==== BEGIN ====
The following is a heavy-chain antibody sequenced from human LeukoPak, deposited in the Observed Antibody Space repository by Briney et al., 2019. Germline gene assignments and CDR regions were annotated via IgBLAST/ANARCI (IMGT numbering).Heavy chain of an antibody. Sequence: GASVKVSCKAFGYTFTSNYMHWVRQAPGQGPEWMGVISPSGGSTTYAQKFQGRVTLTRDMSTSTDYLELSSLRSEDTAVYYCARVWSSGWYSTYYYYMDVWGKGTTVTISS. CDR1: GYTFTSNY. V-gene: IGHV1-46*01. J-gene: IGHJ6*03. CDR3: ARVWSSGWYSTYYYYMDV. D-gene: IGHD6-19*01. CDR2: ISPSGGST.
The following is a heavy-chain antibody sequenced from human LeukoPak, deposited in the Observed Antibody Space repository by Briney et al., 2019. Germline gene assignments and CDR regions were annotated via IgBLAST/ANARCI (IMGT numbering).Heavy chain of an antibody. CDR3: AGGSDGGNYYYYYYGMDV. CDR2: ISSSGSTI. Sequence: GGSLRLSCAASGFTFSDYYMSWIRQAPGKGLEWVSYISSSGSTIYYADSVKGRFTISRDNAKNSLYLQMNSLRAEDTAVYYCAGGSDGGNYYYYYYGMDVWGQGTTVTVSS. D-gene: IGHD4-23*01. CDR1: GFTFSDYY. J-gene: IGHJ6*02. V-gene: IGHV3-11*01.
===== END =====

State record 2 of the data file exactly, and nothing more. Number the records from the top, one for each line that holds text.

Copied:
The following is a heavy-chain antibody sequenced from human LeukoPak, deposited in the Observed Antibody Space repository by Briney et al., 2019. Germline gene assignments and CDR regions were annotated via IgBLAST/ANARCI (IMGT numbering).Heavy chain of an antibody. CDR3: AGGSDGGNYYYYYYGMDV. CDR2: ISSSGSTI. Sequence: GGSLRLSCAASGFTFSDYYMSWIRQAPGKGLEWVSYISSSGSTIYYADSVKGRFTISRDNAKNSLYLQMNSLRAEDTAVYYCAGGSDGGNYYYYYYGMDVWGQGTTVTVSS. D-gene: IGHD4-23*01. CDR1: GFTFSDYY. J-gene: IGHJ6*02. V-gene: IGHV3-11*01.